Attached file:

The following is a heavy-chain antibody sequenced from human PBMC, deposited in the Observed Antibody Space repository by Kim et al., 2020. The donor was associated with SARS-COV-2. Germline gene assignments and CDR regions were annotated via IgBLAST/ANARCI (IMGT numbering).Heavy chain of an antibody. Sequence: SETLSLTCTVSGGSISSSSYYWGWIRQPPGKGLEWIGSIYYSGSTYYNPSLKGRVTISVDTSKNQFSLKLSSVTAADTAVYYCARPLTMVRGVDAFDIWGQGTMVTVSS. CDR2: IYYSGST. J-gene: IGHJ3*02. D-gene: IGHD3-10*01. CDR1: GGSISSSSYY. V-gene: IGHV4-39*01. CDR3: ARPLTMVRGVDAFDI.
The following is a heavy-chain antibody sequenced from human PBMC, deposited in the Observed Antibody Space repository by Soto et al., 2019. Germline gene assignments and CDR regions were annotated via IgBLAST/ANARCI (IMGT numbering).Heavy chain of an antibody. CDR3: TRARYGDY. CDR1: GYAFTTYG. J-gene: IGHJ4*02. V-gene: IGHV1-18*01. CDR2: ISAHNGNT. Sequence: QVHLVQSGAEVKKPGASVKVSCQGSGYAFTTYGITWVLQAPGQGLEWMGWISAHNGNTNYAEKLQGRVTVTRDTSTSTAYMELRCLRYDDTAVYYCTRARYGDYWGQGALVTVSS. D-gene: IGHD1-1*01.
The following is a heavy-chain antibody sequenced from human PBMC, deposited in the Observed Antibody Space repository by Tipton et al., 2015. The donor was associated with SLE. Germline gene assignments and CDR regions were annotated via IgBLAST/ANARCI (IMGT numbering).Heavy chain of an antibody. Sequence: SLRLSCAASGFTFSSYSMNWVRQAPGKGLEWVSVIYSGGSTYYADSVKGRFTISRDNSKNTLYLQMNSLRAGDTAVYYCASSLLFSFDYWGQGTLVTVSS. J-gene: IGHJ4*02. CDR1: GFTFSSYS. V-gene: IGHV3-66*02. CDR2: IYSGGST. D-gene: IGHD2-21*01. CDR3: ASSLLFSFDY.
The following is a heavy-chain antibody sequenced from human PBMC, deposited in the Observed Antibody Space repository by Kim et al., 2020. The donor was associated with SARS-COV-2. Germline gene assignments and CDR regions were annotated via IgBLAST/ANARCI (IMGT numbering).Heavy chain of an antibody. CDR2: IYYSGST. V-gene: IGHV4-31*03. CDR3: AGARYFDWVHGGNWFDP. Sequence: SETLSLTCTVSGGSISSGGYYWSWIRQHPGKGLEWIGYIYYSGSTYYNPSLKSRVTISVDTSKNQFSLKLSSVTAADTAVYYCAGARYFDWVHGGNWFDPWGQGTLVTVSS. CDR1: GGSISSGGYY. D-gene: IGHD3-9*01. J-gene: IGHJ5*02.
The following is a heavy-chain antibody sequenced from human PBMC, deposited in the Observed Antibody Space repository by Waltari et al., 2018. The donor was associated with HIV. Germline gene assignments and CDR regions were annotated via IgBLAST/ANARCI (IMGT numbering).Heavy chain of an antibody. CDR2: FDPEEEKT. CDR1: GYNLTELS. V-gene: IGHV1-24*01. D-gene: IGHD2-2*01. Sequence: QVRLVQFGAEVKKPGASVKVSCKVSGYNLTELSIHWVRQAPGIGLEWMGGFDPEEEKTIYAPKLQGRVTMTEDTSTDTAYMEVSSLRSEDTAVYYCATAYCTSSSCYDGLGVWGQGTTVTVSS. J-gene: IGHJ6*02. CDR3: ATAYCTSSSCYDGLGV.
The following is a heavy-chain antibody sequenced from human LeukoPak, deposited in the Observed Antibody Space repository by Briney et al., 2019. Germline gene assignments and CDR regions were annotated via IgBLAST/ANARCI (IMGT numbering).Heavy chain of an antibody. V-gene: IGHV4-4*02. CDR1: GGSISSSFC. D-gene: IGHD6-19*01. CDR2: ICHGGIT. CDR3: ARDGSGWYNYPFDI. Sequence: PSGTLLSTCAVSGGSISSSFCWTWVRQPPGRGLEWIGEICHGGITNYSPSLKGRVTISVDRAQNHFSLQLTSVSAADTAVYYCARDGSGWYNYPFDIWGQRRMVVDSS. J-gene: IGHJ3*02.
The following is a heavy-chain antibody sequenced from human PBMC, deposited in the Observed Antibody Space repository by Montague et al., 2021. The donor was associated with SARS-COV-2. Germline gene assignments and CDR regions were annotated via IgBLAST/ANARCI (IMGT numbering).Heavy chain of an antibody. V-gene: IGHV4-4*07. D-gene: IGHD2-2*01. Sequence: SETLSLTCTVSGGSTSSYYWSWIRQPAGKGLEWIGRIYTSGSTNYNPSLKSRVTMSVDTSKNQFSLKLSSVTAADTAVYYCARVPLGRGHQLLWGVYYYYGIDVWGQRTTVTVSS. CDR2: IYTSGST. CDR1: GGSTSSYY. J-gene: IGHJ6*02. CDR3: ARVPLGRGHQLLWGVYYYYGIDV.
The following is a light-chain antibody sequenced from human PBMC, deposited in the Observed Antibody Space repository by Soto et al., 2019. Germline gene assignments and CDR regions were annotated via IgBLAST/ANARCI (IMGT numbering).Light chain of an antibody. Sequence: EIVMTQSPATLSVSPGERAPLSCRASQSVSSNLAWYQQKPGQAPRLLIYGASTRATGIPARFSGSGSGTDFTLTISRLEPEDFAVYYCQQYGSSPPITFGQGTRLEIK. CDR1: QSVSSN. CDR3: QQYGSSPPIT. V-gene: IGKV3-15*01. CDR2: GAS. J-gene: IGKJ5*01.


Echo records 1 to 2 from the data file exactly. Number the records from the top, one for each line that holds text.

The following is a heavy-chain antibody sequenced from human PBMC, deposited in the Observed Antibody Space repository by Kim et al., 2020. The donor was associated with SARS-COV-2. Germline gene assignments and CDR regions were annotated via IgBLAST/ANARCI (IMGT numbering).Heavy chain of an antibody. Sequence: SETLSLTCTVSGGSISSSSYYWGWIRQPPGKGLEWIGSIYYSGSTYYNPSLKGRVTISVDTSKNQFSLKLSSVTAADTAVYYCARPLTMVRGVDAFDIWGQGTMVTVSS. CDR2: IYYSGST. J-gene: IGHJ3*02. D-gene: IGHD3-10*01. CDR1: GGSISSSSYY. V-gene: IGHV4-39*01. CDR3: ARPLTMVRGVDAFDI.
The following is a heavy-chain antibody sequenced from human PBMC, deposited in the Observed Antibody Space repository by Soto et al., 2019. Germline gene assignments and CDR regions were annotated via IgBLAST/ANARCI (IMGT numbering).Heavy chain of an antibody. CDR3: TRARYGDY. CDR1: GYAFTTYG. J-gene: IGHJ4*02. V-gene: IGHV1-18*01. CDR2: ISAHNGNT. Sequence: QVHLVQSGAEVKKPGASVKVSCQGSGYAFTTYGITWVLQAPGQGLEWMGWISAHNGNTNYAEKLQGRVTVTRDTSTSTAYMELRCLRYDDTAVYYCTRARYGDYWGQGALVTVSS. D-gene: IGHD1-1*01.